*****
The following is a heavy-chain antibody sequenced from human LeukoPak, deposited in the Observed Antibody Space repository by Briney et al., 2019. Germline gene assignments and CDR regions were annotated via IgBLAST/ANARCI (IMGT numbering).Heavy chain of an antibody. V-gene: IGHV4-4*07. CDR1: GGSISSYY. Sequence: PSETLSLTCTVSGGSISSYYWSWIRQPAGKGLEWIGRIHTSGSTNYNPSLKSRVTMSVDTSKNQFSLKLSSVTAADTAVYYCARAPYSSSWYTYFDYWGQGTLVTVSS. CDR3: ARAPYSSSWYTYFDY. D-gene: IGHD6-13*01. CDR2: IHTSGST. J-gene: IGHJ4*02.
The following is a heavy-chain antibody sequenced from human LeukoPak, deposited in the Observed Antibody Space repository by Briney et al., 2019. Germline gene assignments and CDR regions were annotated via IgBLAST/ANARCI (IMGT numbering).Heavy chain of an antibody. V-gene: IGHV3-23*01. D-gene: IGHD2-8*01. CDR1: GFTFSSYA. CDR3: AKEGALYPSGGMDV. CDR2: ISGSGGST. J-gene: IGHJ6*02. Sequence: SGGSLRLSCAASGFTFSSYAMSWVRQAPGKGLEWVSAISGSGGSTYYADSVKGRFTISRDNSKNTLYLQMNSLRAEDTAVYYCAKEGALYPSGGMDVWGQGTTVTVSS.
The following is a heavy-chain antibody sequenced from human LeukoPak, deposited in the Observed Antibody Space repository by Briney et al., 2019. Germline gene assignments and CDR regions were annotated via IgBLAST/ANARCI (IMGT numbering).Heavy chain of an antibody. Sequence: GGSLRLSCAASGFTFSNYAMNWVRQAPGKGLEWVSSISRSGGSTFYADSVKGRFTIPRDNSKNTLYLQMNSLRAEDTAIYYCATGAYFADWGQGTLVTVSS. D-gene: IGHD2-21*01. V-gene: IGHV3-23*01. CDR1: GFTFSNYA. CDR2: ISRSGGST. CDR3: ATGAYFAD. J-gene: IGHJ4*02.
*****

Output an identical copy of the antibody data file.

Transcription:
The following is a heavy-chain antibody sequenced from human LeukoPak, deposited in the Observed Antibody Space repository by Briney et al., 2019. Germline gene assignments and CDR regions were annotated via IgBLAST/ANARCI (IMGT numbering).Heavy chain of an antibody. V-gene: IGHV4-4*07. CDR1: GGSISSYY. Sequence: PSETLSLTCTVSGGSISSYYWSWIRQPAGKGLEWIGRIHTSGSTNYNPSLKSRVTMSVDTSKNQFSLKLSSVTAADTAVYYCARAPYSSSWYTYFDYWGQGTLVTVSS. CDR3: ARAPYSSSWYTYFDY. D-gene: IGHD6-13*01. CDR2: IHTSGST. J-gene: IGHJ4*02.
The following is a heavy-chain antibody sequenced from human LeukoPak, deposited in the Observed Antibody Space repository by Briney et al., 2019. Germline gene assignments and CDR regions were annotated via IgBLAST/ANARCI (IMGT numbering).Heavy chain of an antibody. V-gene: IGHV3-23*01. D-gene: IGHD2-8*01. CDR1: GFTFSSYA. CDR3: AKEGALYPSGGMDV. CDR2: ISGSGGST. J-gene: IGHJ6*02. Sequence: SGGSLRLSCAASGFTFSSYAMSWVRQAPGKGLEWVSAISGSGGSTYYADSVKGRFTISRDNSKNTLYLQMNSLRAEDTAVYYCAKEGALYPSGGMDVWGQGTTVTVSS.
The following is a heavy-chain antibody sequenced from human LeukoPak, deposited in the Observed Antibody Space repository by Briney et al., 2019. Germline gene assignments and CDR regions were annotated via IgBLAST/ANARCI (IMGT numbering).Heavy chain of an antibody. Sequence: GGSLRLSCAASGFTFSNYAMNWVRQAPGKGLEWVSSISRSGGSTFYADSVKGRFTIPRDNSKNTLYLQMNSLRAEDTAIYYCATGAYFADWGQGTLVTVSS. D-gene: IGHD2-21*01. V-gene: IGHV3-23*01. CDR1: GFTFSNYA. CDR2: ISRSGGST. CDR3: ATGAYFAD. J-gene: IGHJ4*02.